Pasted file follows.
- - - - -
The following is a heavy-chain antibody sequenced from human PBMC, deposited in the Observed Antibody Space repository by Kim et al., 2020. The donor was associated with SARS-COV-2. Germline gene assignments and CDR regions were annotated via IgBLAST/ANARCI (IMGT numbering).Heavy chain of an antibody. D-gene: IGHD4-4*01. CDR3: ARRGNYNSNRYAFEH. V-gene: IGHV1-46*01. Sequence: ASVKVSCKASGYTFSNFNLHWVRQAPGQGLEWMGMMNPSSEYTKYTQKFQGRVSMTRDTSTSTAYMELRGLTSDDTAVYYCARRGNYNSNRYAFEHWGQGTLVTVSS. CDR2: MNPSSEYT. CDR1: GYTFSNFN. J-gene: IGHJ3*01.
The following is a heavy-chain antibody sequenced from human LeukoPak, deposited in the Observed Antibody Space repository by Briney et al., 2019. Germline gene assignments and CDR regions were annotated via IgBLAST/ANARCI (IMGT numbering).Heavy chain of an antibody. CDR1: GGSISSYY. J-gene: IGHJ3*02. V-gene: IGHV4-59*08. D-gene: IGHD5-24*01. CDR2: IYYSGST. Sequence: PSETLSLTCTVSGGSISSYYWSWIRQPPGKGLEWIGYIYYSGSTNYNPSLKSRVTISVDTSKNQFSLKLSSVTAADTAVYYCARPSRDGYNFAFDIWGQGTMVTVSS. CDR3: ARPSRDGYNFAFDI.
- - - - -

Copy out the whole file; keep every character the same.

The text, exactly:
The following is a heavy-chain antibody sequenced from human PBMC, deposited in the Observed Antibody Space repository by Kim et al., 2020. The donor was associated with SARS-COV-2. Germline gene assignments and CDR regions were annotated via IgBLAST/ANARCI (IMGT numbering).Heavy chain of an antibody. D-gene: IGHD4-4*01. CDR3: ARRGNYNSNRYAFEH. V-gene: IGHV1-46*01. Sequence: ASVKVSCKASGYTFSNFNLHWVRQAPGQGLEWMGMMNPSSEYTKYTQKFQGRVSMTRDTSTSTAYMELRGLTSDDTAVYYCARRGNYNSNRYAFEHWGQGTLVTVSS. CDR2: MNPSSEYT. CDR1: GYTFSNFN. J-gene: IGHJ3*01.
The following is a heavy-chain antibody sequenced from human LeukoPak, deposited in the Observed Antibody Space repository by Briney et al., 2019. Germline gene assignments and CDR regions were annotated via IgBLAST/ANARCI (IMGT numbering).Heavy chain of an antibody. CDR1: GGSISSYY. J-gene: IGHJ3*02. V-gene: IGHV4-59*08. D-gene: IGHD5-24*01. CDR2: IYYSGST. Sequence: PSETLSLTCTVSGGSISSYYWSWIRQPPGKGLEWIGYIYYSGSTNYNPSLKSRVTISVDTSKNQFSLKLSSVTAADTAVYYCARPSRDGYNFAFDIWGQGTMVTVSS. CDR3: ARPSRDGYNFAFDI.